But now it 7 The saucers were placed was carried into the scullery and put under the copper fireplace… about, four or five, here and there on the floor… p. 64 After this my mother was allowed to take from the scullery what she wanted and then she was forbidden to open the door. Numberings before each sentence are mine. 5 through 8 through 8 are stuThere are no agents in all the sentences above. All the agents in the sentences children. The reason for this is that it is needless to clarify them because the readers quite easily identify them; they have read the previous story and well understand the context.
Seeing 5 dents can understand the essential point that in the passive voice sentences the writer or any other native speakers of English put more importance upon the action receivers than the action senders in passives Spears 1991:13 ; i. e. , the actions are to wrap in the old pit-singlet in 5 , to carry into the scullery in 6 , to place about on the floor in 7 , and to allow and forbid in 8 . The action receivers are the rabbit in 5 and 6 , the saucers in 7 , my mother in 8 . The action senders are children in 5 through 8 . Thus, the students can develop a clear distinction between ‘action sender’ and ‘action receiver’ in English. . 3 The Passive Voice with ‘By Agent’ agent’. As all the coursebooks point Next I will investigate the case where the passives are used with ‘by out, someone or something that sends the action can be identified with ‘by a doer’. We have seen that the agents need not or should not appear in the case where they are too obvious from the contexts. Thus we can ask in which case do native speakers tend to specify the agent. I will continue to quote sentences from ‘Adolf’. 9 10 11 We were enchanted by him [Adolf]. p. 64 There he [Adolf] was shooed off by our parents. pp. 5-6 Adolf was seized by his little ears by my mother. p. 66 underlines mine. 1980 , the agent is only expressed when it is important to say who or what some9 through 11 . This is the According to Swan thing is done by. In most passive sentences, there is no agent. Contrary to 5 through 8 , the agents or the action senders have more importance than the action receivers in marked form of passive sentences compared to those without the ‘by In other words, the passive sentence with ‘by agent’ pattern as Swan points out. agent’ is used to emphasise the agent, or action sender.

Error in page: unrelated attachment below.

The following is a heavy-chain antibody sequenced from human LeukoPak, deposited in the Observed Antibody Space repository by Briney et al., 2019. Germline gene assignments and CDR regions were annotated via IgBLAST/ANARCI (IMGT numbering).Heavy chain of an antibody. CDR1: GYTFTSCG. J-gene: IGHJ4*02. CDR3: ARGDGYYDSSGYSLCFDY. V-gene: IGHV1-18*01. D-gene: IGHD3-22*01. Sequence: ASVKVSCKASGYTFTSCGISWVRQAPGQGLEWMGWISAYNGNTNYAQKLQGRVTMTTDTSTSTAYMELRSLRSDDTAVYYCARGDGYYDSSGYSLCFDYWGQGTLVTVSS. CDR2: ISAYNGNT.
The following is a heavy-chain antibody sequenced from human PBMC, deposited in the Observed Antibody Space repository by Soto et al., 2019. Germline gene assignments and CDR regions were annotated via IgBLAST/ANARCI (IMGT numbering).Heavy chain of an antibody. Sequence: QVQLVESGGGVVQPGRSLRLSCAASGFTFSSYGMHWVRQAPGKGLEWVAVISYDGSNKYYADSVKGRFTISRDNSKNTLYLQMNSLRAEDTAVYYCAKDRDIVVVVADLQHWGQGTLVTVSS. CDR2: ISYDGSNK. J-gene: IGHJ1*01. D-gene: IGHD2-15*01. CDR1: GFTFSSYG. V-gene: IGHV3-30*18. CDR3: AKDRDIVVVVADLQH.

Students can smoothly understand this difference of the passive voices as quite natural features in English sentences when they see them well-contextualised in authentic texts such as this one. 3. 4 Use of Contrary-to-Fact Conditionals Here I examine how contrary-to-fact conditionals are used in short stories. As I mentioned in the previous sections, understanding the use of contrary-to-fact conditionals is often interrupted by somewhat psychological issues for students whose L1 is Japanese because of the rather different concept of the tenses in their other tongue. The idea of ‘imaginary situations and hypothetical consequences’ is obviously easier to understand in contexts rather than in decontextualised and independent sentences.
The following two examples are from ‘Enoch’s Two Letters’ by Alan Sillitoe. Enoch, an elementally school boy, was left alone by his parents. The parents have gone away separately on a same day without any notes to the child. Enoch still does not know what happened while he was at school. 12 13 If they didn’t come back tonight he wouldn’t go to school in the morning. . 44 If it happened again, he would take her [his grandmother’s ] advice. p. 50 “subordinate clause with modals These sentences apply to the formula ‘”if-clause with simple past tense” would, might, or could”, which describes “imaginary situations and consequences in the present”‘ Richards et al. 1997: 93 . Because the context is very clear in stories, such as this case, students can easily grasp what an ‘imaginary situation’ is and what an ‘imaginary consequence’ in present is, and how the tense functions.
The next example, quoted from ‘Corruption’ by Penelope Lively, applies to the formula of ‘”would have or should have + past participle”, which describes “imaginary or hypothetical actions in the past”‘ 14 Richards et al. 1997 : The judge carried their suitcase and the Wine Society carton in and set them down by the reception desk. The proprietor, bearing the carton, showed them to their usual room. As she was unpacking, Marjorie said, ‘I think you should have left that stuff [the Wine Society carton] in the car. ‘ p. 68 underline mine. The sentence pattern we are now discussing is underlined.